In most cases, the decision to drink is a highly personal one, and any consequences that result from over consumption fall strictly on the consumer. However, the law is complex, and the courts have held persons accountable who seemingly had nothing to do with an accident.
In order to understand how it is possible for a court to hold an employer accountable for an employee’s drunk driving accident, there are two legal concepts you must understand. According to the Society for Human Resource Management, those are “respondeat superior” and “vicarious liability.”
Respondeat superior and vicarious liability
Under the concept of respondeat superior, an employer is almost always responsible for the actions an employee performs within the course of employment. This theory is based on the concept of vicarious liability, which states that the courts may hold one person accountable for the actions of another based on the parties’ relationship.
Civil courts regularly evoke the concept of respondeat superior in personal injury cases. For instance, say a person slips and falls on a previously mopped floor because an employee failed to put up a “Wet Floor” sign. Though the employer is not directly to blame, the courts will likely hold him or her accountable because the accident was the result of an action the employee took during the scope of employment.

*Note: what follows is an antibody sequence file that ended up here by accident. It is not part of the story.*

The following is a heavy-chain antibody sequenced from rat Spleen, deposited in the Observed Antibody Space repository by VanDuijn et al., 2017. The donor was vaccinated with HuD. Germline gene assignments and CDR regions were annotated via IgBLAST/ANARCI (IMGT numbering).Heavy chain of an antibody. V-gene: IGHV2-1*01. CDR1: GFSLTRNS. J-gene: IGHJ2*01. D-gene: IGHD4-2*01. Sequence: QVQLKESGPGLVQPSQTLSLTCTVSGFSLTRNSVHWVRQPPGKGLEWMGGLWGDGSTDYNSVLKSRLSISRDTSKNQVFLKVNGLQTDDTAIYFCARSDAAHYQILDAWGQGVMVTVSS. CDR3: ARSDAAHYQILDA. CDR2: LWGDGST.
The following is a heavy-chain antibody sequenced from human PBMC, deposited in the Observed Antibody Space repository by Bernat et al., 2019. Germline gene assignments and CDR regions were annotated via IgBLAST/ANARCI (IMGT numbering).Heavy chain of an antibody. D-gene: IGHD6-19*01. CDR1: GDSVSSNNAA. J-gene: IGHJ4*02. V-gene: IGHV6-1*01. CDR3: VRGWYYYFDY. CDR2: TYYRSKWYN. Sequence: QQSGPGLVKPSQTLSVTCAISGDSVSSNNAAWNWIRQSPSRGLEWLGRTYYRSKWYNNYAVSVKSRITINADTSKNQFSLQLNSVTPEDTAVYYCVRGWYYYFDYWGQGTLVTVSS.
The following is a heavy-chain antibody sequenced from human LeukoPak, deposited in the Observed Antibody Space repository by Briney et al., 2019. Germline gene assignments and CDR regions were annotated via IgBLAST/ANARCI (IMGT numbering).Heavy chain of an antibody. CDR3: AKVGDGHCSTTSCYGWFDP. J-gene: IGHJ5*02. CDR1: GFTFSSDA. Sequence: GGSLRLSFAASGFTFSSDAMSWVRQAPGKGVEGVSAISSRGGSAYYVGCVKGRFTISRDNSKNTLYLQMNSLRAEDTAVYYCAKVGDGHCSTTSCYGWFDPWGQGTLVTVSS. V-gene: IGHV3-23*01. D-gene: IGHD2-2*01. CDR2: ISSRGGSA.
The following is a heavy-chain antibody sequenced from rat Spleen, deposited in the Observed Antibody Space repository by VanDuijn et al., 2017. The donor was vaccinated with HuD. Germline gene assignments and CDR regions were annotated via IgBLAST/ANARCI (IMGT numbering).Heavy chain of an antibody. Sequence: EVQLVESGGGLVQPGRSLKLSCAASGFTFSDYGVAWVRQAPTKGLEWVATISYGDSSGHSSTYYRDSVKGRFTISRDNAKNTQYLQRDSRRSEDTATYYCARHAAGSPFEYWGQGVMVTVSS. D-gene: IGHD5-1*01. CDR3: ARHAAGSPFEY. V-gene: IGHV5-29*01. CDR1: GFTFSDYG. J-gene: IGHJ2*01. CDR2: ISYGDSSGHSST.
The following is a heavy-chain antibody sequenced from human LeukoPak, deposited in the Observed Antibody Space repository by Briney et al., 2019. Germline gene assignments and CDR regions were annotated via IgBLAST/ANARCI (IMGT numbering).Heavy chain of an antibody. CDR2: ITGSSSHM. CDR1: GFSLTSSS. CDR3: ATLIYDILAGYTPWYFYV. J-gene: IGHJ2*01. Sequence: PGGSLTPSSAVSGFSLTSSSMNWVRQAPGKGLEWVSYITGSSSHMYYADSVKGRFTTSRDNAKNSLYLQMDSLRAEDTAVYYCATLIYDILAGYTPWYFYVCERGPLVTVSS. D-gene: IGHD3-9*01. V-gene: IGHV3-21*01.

In the past, courts had a narrow definition of “scope of employment.” For example, 30 years ago a judge may have ruled that the employee was liable for the slip and fall accident because he or she disobeyed protocol. Today, however, the courts almost always hold employers accountable for accidents that occur while an employee is working, even if the employer does not condone said actions. Moreover, employers may assume liability for flat-out negligence, such as drinking and driving.
Respondeat superior and drinking and driving
To determine if the theory of respondeat superior applies in drinking and driving crashes, the courts will ask the big question: Was the employee on the clock when the accident occurred. If the answer is yes because, say, the employee was on his or her way back from a sales meeting, the courts may place blame on the employer. Additionally, a judge may hold the company liable for negligent hiring, especially if the worker has a history of criminal behavior.